Seeing Birds in Church is a Kind of Adieu is concerned with images and perception; the intricacies and strangeness of human relationships. Her language, sometimes surreal, challenges expectations. Always sensual and inventive, this is poetry that surprises; poetry with a rapid heartbeat that demands the reader responds. Ang deploys sharp crafting and a unique voice.
Publisher: Cinnamon Press
Number of pages: 80
Dimensions: 216 x 140 x 5 mm
For those who already know Ang's poetry, the content of this collection will not be unfamiliar. Her voice as usual is singular in its definition, sending sensory shock waves through the reader. She shies away from nothing and transforms the mundane into a new dimension, as this excerpt from 'Cordon Bleu' demonstrates:
Their mother called every night cordon bleu.
She drank. For as long as seven days, she managed to
hold down a job washing dishes, like nausea.
The Catholic nuns educated her well. They taught her
Agnus Dei - which means things could be worse.
Like an Orphanage. She reads the newspaper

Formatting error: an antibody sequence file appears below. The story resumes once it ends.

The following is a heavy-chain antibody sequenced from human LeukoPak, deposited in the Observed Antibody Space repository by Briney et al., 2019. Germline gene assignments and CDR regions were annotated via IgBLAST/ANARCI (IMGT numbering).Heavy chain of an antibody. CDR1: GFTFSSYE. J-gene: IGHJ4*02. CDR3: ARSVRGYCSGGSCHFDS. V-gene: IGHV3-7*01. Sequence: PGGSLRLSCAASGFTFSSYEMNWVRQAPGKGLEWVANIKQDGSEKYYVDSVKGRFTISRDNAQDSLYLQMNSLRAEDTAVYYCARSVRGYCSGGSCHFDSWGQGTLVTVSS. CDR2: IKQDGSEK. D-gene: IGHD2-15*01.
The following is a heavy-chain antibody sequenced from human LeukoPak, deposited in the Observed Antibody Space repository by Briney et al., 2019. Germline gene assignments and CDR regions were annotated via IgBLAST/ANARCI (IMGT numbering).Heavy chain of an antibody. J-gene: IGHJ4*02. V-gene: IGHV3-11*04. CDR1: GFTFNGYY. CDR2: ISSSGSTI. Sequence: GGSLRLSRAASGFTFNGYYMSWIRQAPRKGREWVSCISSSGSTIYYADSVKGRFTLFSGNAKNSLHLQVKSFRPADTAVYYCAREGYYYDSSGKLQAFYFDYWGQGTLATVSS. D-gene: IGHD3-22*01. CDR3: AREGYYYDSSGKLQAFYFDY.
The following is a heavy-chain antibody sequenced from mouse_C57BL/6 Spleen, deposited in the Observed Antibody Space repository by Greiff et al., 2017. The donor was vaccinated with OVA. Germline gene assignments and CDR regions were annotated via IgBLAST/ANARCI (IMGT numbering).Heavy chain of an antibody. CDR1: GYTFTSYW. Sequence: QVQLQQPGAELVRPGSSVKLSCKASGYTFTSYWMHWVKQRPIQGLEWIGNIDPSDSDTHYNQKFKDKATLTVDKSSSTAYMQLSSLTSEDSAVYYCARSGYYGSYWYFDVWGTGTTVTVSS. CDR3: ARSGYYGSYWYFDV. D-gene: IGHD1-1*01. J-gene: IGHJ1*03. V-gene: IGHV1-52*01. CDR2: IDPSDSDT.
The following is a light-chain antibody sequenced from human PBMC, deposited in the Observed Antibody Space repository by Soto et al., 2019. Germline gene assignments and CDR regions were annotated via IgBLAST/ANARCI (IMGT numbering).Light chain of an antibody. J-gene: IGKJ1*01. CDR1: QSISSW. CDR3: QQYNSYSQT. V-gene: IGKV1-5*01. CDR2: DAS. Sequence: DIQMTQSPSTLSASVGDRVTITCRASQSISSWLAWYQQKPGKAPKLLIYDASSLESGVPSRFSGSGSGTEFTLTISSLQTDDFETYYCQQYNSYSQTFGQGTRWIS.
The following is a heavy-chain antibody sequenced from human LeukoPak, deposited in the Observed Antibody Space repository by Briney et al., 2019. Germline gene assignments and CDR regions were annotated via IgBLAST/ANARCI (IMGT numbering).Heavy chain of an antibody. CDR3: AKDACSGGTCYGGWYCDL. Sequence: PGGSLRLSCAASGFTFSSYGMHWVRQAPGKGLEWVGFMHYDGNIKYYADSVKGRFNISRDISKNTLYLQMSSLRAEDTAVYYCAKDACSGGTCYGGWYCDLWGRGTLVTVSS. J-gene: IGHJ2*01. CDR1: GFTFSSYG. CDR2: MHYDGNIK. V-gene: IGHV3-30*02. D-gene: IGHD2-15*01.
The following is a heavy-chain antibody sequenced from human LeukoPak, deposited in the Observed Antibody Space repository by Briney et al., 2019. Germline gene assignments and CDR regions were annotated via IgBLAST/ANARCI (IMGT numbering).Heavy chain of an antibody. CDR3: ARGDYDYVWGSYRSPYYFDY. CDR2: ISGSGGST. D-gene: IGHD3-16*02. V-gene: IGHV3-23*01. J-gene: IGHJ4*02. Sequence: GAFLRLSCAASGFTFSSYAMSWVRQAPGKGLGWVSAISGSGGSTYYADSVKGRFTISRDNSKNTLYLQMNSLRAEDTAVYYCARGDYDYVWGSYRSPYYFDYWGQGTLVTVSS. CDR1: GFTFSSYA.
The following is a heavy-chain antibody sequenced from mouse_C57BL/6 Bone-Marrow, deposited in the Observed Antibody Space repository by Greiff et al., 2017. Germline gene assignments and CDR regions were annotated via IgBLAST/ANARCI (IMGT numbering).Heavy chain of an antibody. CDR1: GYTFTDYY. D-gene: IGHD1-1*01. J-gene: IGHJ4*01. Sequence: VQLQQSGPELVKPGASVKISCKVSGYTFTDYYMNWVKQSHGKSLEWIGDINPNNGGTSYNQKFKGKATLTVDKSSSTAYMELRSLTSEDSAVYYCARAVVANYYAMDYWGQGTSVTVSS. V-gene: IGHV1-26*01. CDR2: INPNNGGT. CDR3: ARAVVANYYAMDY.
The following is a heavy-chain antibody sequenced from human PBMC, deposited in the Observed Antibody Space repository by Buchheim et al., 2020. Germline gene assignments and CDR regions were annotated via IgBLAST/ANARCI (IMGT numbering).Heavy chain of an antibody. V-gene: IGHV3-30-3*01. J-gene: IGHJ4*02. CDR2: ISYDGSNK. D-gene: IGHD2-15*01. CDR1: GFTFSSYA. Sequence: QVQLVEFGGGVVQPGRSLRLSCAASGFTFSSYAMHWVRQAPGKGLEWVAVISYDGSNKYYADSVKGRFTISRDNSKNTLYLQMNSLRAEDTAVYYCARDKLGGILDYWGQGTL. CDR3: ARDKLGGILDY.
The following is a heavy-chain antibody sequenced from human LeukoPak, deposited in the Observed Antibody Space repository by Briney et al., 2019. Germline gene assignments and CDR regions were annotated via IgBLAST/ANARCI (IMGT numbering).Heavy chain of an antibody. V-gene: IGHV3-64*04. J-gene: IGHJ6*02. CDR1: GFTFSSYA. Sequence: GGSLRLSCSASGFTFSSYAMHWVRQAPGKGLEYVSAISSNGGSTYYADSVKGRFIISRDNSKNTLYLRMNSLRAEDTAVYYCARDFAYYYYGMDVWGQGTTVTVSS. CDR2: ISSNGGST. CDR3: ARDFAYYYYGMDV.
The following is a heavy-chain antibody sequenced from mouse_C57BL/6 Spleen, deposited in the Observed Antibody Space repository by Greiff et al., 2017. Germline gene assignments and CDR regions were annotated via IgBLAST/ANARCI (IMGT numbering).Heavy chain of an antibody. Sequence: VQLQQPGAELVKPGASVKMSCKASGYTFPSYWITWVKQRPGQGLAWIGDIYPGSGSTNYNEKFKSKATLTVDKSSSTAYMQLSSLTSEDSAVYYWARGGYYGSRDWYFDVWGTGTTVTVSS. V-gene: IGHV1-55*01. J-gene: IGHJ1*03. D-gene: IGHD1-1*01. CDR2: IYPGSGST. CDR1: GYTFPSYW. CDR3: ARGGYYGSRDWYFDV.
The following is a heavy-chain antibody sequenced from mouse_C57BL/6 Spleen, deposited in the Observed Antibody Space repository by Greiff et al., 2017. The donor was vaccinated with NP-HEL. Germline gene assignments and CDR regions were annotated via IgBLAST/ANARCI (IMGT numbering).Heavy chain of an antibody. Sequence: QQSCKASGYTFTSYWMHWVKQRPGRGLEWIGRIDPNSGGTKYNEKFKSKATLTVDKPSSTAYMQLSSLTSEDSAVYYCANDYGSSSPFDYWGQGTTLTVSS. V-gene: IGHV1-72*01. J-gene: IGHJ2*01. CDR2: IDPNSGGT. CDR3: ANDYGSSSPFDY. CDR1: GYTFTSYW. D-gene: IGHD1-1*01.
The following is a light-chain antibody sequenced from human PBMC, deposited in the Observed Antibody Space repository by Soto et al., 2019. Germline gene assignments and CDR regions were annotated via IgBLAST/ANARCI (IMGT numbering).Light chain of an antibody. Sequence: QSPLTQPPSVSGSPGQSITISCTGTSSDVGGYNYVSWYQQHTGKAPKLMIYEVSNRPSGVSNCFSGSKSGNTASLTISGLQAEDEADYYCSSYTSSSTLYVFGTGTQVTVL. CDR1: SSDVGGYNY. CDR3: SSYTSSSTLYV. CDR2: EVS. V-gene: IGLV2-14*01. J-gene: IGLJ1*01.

every day. She listens to the radio from upstairs.
What is the upper class, she wants to know, if not sleeping
on the top bunk?
Ang's use of language is both lyric and forceful. In her poem 'A Sun that isn't a Source of Heat' the first line reads, 'The mirror is a lesson in stillness, in watching the room...' Later in the poem she writes, 'Candles are lit to represent soul and the burning of material effects.' Her penultimate poem titled 'Death in the Afternoon' is a haunting work and one that leaves much to personal interpretation.
Overall this is a masterful compilation. Seeing Birds in Church is a Kind of Adieu is Ang's fifth volume of poetry; she now lives in Spinea in Italy, where she is a magazine editor. -- Norma Penfold @ www.gwales.com